Rib-Hadda's letters often took the form of complaints or pleas for action on the part of the reigning Pharaoh. In EA 105, he begged Pharaoh to intervene in a dispute with Beirut, whose ruler had confiscated two Byblian merchant vessels. In EA 122, Rib-Hadda complained of an attack by the Egyptian commissioner Pihuri, who killed a number of Byblos' Shardana mercenaries and took captive three of Rib-Hadda's men.
Rib-Hadda was involved in a long-standing dispute with Abdi-Ashirta, the ruler of Amurru (probably in southeastern Lebanon and southwestern Syria), who hired mercenaries from among the Habiru, Shardana, and other warlike tribes. EA 81 contains a plea for Egyptian aid against Amurru, whose ruler Rib-Hadda accused of luring away his followers and inciting them to rebellion. He reported further that an assassin sent by Abdi-Ashirta had attempted to kill him. Rib-Hadda pleaded with Akhenaten to send archers to defend him from the forces of Amurru and from his own increasingly resentful peasantry. In one of the most poignant of the Amarna texts, Rib-Hadda wrote "the people of Ammiya have killed their lord and I am afraid." (EA 75). He added: "like a bird in a trap so I am here in Gubla (ie: Byblos)." (EA 74 & EA 81) Zemar, a city previously under his control, fell to Abdi-Ashirta (EA 84). Shortly thereafter the Egyptian commissioner Pahannate was withdrawn from northern Canaan, leaving Rib-Hadda without even the appearance of Egyptian support. His pleas for assistance evidently went unanswered (EA 107) and caused much annoyance to Akhenaten. Akhenaten's irritation with Rib-Hadda is recounted in EA 117 where the pharaoh is quoted saying to Rib-Hadda "Why do you alone keep writing to me?" (EA 117) While Abdi-Ashirta is reported to have been killed in EA 101, this only provided temporary relief to Rib-Hadda since the former was succeeded by his son Aziru; Rib-Hadda soon after complains about the depradations caused by "the sons of Abdi-Ashirta" in several Amarna letters to Akhenaten such as EA 103 and EA 109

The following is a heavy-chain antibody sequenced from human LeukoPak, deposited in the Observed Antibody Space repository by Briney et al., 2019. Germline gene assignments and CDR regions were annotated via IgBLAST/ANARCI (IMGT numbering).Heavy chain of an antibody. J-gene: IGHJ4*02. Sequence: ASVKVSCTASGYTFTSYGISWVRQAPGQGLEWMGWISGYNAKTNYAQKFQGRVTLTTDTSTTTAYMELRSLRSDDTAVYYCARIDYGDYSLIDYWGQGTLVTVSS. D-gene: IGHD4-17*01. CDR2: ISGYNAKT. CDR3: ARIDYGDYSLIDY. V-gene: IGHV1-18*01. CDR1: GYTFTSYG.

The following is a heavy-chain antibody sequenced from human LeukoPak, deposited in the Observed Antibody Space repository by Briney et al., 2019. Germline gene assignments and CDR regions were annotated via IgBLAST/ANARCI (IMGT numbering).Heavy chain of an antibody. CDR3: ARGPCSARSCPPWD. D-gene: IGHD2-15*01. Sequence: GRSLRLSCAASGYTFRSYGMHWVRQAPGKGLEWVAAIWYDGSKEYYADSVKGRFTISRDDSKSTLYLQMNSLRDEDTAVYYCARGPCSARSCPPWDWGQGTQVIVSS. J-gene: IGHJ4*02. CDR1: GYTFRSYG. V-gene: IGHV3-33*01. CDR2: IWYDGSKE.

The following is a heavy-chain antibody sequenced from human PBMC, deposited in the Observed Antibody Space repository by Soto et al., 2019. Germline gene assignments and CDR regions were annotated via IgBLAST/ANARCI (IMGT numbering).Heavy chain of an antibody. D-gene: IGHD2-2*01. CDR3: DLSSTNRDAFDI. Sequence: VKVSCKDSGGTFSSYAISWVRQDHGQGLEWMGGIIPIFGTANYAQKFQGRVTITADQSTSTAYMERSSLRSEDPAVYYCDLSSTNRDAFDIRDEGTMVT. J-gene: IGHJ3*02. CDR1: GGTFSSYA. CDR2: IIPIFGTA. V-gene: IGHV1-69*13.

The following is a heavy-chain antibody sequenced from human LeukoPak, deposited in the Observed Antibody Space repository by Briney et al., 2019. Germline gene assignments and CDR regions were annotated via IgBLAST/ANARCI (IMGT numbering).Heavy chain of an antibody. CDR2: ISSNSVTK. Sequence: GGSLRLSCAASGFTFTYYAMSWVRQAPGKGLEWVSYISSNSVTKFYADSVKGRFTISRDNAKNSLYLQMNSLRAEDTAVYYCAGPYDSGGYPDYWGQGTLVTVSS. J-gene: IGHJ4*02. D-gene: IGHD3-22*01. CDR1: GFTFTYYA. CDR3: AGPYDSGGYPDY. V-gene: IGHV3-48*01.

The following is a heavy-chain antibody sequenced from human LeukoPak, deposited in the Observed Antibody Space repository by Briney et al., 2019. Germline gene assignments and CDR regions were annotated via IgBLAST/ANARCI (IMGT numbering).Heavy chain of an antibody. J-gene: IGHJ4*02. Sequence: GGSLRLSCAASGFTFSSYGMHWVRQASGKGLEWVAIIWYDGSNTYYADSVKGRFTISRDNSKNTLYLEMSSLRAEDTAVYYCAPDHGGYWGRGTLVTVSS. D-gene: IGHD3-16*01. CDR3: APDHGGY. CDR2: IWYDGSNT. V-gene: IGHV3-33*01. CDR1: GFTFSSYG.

In EA 89, Rib-Hadda reported a coup d'etat in neighboring Tyre, in which the ruler of Tyre, his fellow kinsmen, was killed along with his family. Rib-Hadda's sister and her daughters, who had been sent to Tyre to keep them away from Abdi-Ashirta's Amurru invaders, were also presumed to be among those killed. If this was not bad enough, Rib-Hadda wrote again to report that the Hittites were invading Egyptian protectorates in Syria and burning "the King's lands". (EA 126). At one point Rib-Hadda was forced to flee to exile in Beirut, under the protection of king Ammunira.(EA 137) In EA 75, Rib-Hadda details the changing political situation around Byblos:
An aged and ailing Rib-Hadda continued to write to Pharaoh, telling him of violent upheavels in Phoenicia and Syria, including revolutions instigated by Abdi-Ashirta's son Aziru coupled with incursions by Apiru raiders. (e.g., EA 137)
Rib-Hadda was ultimately exiled by his younger brother Ilirabih and not long afterwards, killed at the behest of Aziru. This event is mentioned in Amarna letter EA 162 from Akhenaten to Aziru.